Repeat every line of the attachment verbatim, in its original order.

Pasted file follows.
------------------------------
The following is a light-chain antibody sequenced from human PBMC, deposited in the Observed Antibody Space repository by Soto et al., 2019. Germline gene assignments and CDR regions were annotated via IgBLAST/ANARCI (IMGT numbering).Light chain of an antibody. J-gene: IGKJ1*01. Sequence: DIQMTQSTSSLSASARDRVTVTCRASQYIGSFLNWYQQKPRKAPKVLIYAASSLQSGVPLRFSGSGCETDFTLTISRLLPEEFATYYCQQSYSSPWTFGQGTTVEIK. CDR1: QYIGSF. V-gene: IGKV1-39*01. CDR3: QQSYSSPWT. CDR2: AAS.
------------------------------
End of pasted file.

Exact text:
The following is a light-chain antibody sequenced from human PBMC, deposited in the Observed Antibody Space repository by Soto et al., 2019. Germline gene assignments and CDR regions were annotated via IgBLAST/ANARCI (IMGT numbering).Light chain of an antibody. J-gene: IGKJ1*01. Sequence: DIQMTQSTSSLSASARDRVTVTCRASQYIGSFLNWYQQKPRKAPKVLIYAASSLQSGVPLRFSGSGCETDFTLTISRLLPEEFATYYCQQSYSSPWTFGQGTTVEIK. CDR1: QYIGSF. V-gene: IGKV1-39*01. CDR3: QQSYSSPWT. CDR2: AAS.